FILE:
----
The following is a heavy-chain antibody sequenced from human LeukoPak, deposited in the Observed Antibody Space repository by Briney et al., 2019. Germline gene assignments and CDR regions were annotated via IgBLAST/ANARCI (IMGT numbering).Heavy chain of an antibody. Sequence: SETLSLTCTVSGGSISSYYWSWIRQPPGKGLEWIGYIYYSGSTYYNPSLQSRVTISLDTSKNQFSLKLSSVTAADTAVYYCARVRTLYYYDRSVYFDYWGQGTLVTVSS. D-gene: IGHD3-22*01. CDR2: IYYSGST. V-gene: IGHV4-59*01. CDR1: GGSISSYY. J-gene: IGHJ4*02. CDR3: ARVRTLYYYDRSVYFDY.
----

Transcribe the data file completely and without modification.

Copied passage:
The following is a heavy-chain antibody sequenced from human LeukoPak, deposited in the Observed Antibody Space repository by Briney et al., 2019. Germline gene assignments and CDR regions were annotated via IgBLAST/ANARCI (IMGT numbering).Heavy chain of an antibody. Sequence: SETLSLTCTVSGGSISSYYWSWIRQPPGKGLEWIGYIYYSGSTYYNPSLQSRVTISLDTSKNQFSLKLSSVTAADTAVYYCARVRTLYYYDRSVYFDYWGQGTLVTVSS. D-gene: IGHD3-22*01. CDR2: IYYSGST. V-gene: IGHV4-59*01. CDR1: GGSISSYY. J-gene: IGHJ4*02. CDR3: ARVRTLYYYDRSVYFDY.